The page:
*Documented history and FIA Historic Technical Passport
*An icon of the California sports car scene
The Cheetah Sports Car
No one area of America is more passionate about automobiles than Southern California. And no product of the Southland's car culture more vividly represents those passions than does the Cheetah.
Conceived as a competitor to Ford's Cobra and built out of a small shop in Anaheim, Orange County in limited numbers from 1963 to 1965, the tube-framed fiberglass-bodied coupe was both crude and sophisticated, and its beastly behavior often mocked its curvaceous beauty. But, wherever it appeared — cruising down the boulevard or mixing it up with the eclectic sports car grids of the day — the Cheetah's Corvette-engined roar and extreme bodywork turned even graybeard heads, who thought they'd seen it all, and made young boys rush out to buy Cheetah slot cars for their collections.
If nothing else, the Cheetah story is about what might have been. Had its entrepreneurs of speed, Bill Thomas and Don Edmunds, been as well funded as, for example, Lance Reventlow and his Scarab or Carroll Shelby and his Cobra, or had Chevrolet deigned to continue its support of the project it had help spawn, the Cheetah story might have turned out far differently.
Bill Thomas grew up in Southern California and, in 1956, began his lifelong tinkering with cars by massaging Corvettes for road racing. By 1960 he'd opened Bill Thomas Race Cars, where his stellar work attracted the attention of the racing mavens at Chevrolet. Among his many commissions while a part of the bowtie brigade were performance mods for the Corvair, Chevy II, BelAir and Biscayne, and development of the Louis Unser stock car that took a division crown at Pikes Peak.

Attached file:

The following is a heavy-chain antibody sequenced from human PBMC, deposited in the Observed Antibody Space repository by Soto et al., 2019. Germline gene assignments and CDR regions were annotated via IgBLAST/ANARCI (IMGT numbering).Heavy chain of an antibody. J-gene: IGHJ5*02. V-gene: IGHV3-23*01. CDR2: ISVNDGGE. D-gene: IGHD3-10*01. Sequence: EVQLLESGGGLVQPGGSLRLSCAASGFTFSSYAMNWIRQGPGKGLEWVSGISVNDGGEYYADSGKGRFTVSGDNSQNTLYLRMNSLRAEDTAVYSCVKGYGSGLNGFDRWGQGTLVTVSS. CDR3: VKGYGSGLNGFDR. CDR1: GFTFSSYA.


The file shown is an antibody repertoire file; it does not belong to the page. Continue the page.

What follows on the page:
Then, in 1963, in response to Ford's Cobra program, Thomas was asked to develop the car that would be called the Cheetah. Because GM's board had suspended all factory race programs and the Chevrolet could not openly support the project, it did supply the Corvette powertrain and other bits that found their way into the Cheetah. The back-door brief called for 100 examples to meet FIA homologation, though just 11 cars were completed before Chevrolet cancelled its unofficial support when the FIA increased homologation numbers to 1,000 units for the production classes.
The first two of those 11 Cheetahs, prototypes meant to impress the Chevy powers and investors in the project, were clad in aluminum bodies by California Metal Shaping from a wooden buck build by Edmunds. Aircraft Windshield was contracted to supply the windows. Subsequent models sported fiberglass bodies molded by Contemporary Fiberglass.
Chassis engineering and styling fell to Thomas employee Don Edmunds (who soon after left to form his own firm, Autoresearch, the noted purveyor of open-wheel race cars). As computer-aided design was still in an unimagined future, Edmunds simply drew up what looked and felt right. His tubular steel frame supporting the Corvette powertrain and suspension certainly looked the part of a proper cage, but it lacked the torsional rigidity needed for track use — the Cheetah was, after all, an exercise in what could be achieved with Chevy's full backing and was never, as delivered, a fully developed competition machine. To reduce the chassis' flexibility, most Cheetah owners that raced their cars added a variety of gussets and triangulated elements.
The front suspension consisted of upper and lower tubular A-arms, while the rear configuration, though based on the Corvette's, was augmented with fork-shaped trailing arms. Monroe coilover spring/shocks were used at all four corners, and heim joints replaced all ball joints. Though the Cheetah's overall weight was around 1,700 pounds, Chevy drum brakes were little more than adequate to halt the progress of this extremely fast machine. American Racing supplied the five-spoke magnesium wheels.
The chassis might have been an underachiever, but the Thomas Corvette 327 small-block V-8 combined the legs of its namesake — 215 mph at Daytona and 185 mph at Road America — with the brawn of an angry grizzly bear. Thomas tweaked the engine with the usual measures to increase air and fuel flows, including a 0.75-inch stroker crank and his innovative dual air meter Rochester fuel-injection system. Output of the 377 cubic inches easily exceeded 500 horsepower and could smoke the competition on a road course (in a straight line, at least) or a dragstrip.